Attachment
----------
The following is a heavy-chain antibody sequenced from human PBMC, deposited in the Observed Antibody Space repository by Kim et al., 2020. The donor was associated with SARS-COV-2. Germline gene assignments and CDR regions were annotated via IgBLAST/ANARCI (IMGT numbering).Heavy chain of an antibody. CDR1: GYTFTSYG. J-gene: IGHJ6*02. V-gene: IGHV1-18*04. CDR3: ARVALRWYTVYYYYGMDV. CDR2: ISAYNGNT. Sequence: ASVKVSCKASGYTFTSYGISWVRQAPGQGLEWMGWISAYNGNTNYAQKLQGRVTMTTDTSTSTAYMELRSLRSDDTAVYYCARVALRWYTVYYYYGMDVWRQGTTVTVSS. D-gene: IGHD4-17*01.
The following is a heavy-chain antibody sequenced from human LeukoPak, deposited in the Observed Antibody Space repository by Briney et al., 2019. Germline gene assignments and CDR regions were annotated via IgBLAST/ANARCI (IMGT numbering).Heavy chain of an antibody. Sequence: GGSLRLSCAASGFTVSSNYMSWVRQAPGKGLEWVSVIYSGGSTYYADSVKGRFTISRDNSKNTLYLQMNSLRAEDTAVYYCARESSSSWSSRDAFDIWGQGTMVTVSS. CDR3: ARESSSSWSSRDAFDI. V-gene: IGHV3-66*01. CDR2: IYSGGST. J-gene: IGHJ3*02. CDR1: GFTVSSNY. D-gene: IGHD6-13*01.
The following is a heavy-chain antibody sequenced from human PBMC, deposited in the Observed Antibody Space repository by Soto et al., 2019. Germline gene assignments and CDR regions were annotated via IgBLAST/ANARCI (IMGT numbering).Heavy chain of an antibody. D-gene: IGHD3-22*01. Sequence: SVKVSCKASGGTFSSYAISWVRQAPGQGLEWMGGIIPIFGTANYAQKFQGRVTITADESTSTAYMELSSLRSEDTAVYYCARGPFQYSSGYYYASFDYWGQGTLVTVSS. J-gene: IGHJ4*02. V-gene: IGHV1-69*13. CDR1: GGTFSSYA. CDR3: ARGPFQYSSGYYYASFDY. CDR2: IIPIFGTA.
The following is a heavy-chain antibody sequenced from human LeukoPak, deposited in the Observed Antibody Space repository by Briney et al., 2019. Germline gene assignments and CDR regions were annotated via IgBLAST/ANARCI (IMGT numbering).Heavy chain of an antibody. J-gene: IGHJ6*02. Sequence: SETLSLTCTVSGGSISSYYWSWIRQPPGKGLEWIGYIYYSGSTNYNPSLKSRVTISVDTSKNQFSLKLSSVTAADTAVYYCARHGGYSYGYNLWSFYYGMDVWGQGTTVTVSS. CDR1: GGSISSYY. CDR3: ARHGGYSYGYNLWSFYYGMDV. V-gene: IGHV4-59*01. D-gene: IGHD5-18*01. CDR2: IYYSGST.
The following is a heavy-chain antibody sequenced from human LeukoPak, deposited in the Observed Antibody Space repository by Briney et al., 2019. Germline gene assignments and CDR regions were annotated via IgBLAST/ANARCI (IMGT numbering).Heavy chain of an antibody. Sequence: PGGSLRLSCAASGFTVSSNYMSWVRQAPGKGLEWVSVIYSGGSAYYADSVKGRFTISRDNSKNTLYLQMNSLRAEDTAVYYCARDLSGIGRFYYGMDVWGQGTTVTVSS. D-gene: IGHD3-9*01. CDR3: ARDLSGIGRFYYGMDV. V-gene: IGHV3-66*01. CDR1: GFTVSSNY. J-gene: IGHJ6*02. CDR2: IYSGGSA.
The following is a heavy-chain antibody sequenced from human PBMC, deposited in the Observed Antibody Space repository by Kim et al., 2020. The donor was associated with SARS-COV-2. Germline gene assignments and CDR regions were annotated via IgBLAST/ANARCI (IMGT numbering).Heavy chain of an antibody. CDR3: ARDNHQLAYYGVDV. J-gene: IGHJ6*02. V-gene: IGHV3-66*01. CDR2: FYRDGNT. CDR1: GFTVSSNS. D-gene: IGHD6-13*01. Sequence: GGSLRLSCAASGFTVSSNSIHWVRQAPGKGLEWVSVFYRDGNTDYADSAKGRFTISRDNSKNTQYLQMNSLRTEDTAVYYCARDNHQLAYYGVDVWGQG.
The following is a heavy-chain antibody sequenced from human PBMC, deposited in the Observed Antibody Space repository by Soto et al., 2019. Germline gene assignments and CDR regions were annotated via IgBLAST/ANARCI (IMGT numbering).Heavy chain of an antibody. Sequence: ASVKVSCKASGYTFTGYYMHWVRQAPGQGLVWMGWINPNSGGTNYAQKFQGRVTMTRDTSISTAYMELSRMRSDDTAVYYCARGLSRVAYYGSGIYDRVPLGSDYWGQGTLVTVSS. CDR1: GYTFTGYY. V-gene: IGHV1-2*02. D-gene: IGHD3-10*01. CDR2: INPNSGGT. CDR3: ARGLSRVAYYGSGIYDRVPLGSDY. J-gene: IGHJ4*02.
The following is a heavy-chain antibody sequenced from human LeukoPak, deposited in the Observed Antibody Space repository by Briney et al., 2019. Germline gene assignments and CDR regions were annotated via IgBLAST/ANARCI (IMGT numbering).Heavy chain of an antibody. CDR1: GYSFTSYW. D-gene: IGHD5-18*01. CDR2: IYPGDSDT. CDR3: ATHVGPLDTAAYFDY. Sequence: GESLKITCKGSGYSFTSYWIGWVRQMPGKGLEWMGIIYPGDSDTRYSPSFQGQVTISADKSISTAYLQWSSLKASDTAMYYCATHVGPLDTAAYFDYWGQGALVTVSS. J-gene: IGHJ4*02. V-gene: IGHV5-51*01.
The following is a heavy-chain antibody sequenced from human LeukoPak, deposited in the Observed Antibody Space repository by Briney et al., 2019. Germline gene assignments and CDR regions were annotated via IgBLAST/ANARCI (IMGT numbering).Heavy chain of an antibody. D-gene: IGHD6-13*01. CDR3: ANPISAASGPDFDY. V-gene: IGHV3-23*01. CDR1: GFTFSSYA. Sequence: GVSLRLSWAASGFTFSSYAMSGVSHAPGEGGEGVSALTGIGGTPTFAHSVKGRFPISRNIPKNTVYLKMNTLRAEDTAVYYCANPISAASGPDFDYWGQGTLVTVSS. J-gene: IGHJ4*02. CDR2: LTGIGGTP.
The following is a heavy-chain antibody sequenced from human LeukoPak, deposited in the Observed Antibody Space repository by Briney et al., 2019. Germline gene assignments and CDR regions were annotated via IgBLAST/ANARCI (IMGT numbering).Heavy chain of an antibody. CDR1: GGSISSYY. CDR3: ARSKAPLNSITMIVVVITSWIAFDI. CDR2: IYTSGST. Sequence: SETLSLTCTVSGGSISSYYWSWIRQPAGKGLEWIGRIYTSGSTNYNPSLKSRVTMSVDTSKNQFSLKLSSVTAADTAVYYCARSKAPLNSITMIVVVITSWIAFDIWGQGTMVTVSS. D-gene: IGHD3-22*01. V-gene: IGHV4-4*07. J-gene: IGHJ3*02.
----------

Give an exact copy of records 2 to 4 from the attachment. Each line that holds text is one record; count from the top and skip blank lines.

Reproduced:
The following is a heavy-chain antibody sequenced from human LeukoPak, deposited in the Observed Antibody Space repository by Briney et al., 2019. Germline gene assignments and CDR regions were annotated via IgBLAST/ANARCI (IMGT numbering).Heavy chain of an antibody. Sequence: GGSLRLSCAASGFTVSSNYMSWVRQAPGKGLEWVSVIYSGGSTYYADSVKGRFTISRDNSKNTLYLQMNSLRAEDTAVYYCARESSSSWSSRDAFDIWGQGTMVTVSS. CDR3: ARESSSSWSSRDAFDI. V-gene: IGHV3-66*01. CDR2: IYSGGST. J-gene: IGHJ3*02. CDR1: GFTVSSNY. D-gene: IGHD6-13*01.
The following is a heavy-chain antibody sequenced from human PBMC, deposited in the Observed Antibody Space repository by Soto et al., 2019. Germline gene assignments and CDR regions were annotated via IgBLAST/ANARCI (IMGT numbering).Heavy chain of an antibody. D-gene: IGHD3-22*01. Sequence: SVKVSCKASGGTFSSYAISWVRQAPGQGLEWMGGIIPIFGTANYAQKFQGRVTITADESTSTAYMELSSLRSEDTAVYYCARGPFQYSSGYYYASFDYWGQGTLVTVSS. J-gene: IGHJ4*02. V-gene: IGHV1-69*13. CDR1: GGTFSSYA. CDR3: ARGPFQYSSGYYYASFDY. CDR2: IIPIFGTA.
The following is a heavy-chain antibody sequenced from human LeukoPak, deposited in the Observed Antibody Space repository by Briney et al., 2019. Germline gene assignments and CDR regions were annotated via IgBLAST/ANARCI (IMGT numbering).Heavy chain of an antibody. J-gene: IGHJ6*02. Sequence: SETLSLTCTVSGGSISSYYWSWIRQPPGKGLEWIGYIYYSGSTNYNPSLKSRVTISVDTSKNQFSLKLSSVTAADTAVYYCARHGGYSYGYNLWSFYYGMDVWGQGTTVTVSS. CDR1: GGSISSYY. CDR3: ARHGGYSYGYNLWSFYYGMDV. V-gene: IGHV4-59*01. D-gene: IGHD5-18*01. CDR2: IYYSGST.